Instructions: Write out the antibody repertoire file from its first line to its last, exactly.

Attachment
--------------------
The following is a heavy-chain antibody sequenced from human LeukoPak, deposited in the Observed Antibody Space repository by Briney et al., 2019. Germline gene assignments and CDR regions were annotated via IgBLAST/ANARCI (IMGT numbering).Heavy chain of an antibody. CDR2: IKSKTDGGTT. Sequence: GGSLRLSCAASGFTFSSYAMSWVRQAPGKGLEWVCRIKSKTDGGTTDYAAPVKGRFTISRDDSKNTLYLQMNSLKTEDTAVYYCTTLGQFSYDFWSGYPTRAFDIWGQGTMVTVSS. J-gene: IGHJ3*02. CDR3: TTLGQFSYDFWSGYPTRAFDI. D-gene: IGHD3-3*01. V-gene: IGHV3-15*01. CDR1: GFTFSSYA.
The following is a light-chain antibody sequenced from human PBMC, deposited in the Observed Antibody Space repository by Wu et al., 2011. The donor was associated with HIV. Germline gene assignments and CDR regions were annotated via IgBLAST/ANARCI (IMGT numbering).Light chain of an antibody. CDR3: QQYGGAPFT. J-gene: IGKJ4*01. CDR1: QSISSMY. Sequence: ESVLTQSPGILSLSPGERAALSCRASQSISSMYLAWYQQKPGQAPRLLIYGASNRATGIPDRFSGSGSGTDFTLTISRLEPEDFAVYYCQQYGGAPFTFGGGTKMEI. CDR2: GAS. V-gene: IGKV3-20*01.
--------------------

The following is a heavy-chain antibody sequenced from human LeukoPak, deposited in the Observed Antibody Space repository by Briney et al., 2019. Germline gene assignments and CDR regions were annotated via IgBLAST/ANARCI (IMGT numbering).Heavy chain of an antibody. CDR2: IKSKTDGGTT. Sequence: GGSLRLSCAASGFTFSSYAMSWVRQAPGKGLEWVCRIKSKTDGGTTDYAAPVKGRFTISRDDSKNTLYLQMNSLKTEDTAVYYCTTLGQFSYDFWSGYPTRAFDIWGQGTMVTVSS. J-gene: IGHJ3*02. CDR3: TTLGQFSYDFWSGYPTRAFDI. D-gene: IGHD3-3*01. V-gene: IGHV3-15*01. CDR1: GFTFSSYA.
The following is a light-chain antibody sequenced from human PBMC, deposited in the Observed Antibody Space repository by Wu et al., 2011. The donor was associated with HIV. Germline gene assignments and CDR regions were annotated via IgBLAST/ANARCI (IMGT numbering).Light chain of an antibody. CDR3: QQYGGAPFT. J-gene: IGKJ4*01. CDR1: QSISSMY. Sequence: ESVLTQSPGILSLSPGERAALSCRASQSISSMYLAWYQQKPGQAPRLLIYGASNRATGIPDRFSGSGSGTDFTLTISRLEPEDFAVYYCQQYGGAPFTFGGGTKMEI. CDR2: GAS. V-gene: IGKV3-20*01.